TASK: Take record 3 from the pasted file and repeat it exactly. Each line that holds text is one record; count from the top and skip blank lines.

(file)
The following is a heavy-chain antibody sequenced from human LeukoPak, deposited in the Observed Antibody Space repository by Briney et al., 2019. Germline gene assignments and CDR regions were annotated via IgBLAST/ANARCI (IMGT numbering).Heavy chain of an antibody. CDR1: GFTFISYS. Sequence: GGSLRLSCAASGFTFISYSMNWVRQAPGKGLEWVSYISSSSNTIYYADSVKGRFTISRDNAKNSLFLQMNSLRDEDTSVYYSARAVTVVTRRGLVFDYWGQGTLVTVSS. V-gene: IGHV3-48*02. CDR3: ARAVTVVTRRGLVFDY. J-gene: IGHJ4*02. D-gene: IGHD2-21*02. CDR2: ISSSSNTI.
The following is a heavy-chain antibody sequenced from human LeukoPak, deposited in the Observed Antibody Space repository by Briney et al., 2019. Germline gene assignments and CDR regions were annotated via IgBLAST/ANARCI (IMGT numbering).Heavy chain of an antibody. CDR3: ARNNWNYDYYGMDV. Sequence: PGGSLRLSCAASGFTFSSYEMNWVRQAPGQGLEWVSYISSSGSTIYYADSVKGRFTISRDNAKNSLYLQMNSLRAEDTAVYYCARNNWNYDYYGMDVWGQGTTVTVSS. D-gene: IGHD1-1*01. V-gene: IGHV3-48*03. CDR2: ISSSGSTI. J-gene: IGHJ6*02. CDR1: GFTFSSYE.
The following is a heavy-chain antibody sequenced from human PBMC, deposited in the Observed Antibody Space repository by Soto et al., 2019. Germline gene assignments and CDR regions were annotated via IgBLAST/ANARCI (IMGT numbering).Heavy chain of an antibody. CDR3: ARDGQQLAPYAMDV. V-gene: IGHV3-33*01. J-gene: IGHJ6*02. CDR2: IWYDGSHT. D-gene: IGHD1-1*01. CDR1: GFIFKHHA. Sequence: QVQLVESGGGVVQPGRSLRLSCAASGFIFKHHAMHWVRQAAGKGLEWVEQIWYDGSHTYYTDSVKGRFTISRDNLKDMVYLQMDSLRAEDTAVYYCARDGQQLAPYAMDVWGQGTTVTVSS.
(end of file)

The following is a heavy-chain antibody sequenced from human PBMC, deposited in the Observed Antibody Space repository by Soto et al., 2019. Germline gene assignments and CDR regions were annotated via IgBLAST/ANARCI (IMGT numbering).Heavy chain of an antibody. CDR3: ARDGQQLAPYAMDV. V-gene: IGHV3-33*01. J-gene: IGHJ6*02. CDR2: IWYDGSHT. D-gene: IGHD1-1*01. CDR1: GFIFKHHA. Sequence: QVQLVESGGGVVQPGRSLRLSCAASGFIFKHHAMHWVRQAAGKGLEWVEQIWYDGSHTYYTDSVKGRFTISRDNLKDMVYLQMDSLRAEDTAVYYCARDGQQLAPYAMDVWGQGTTVTVSS.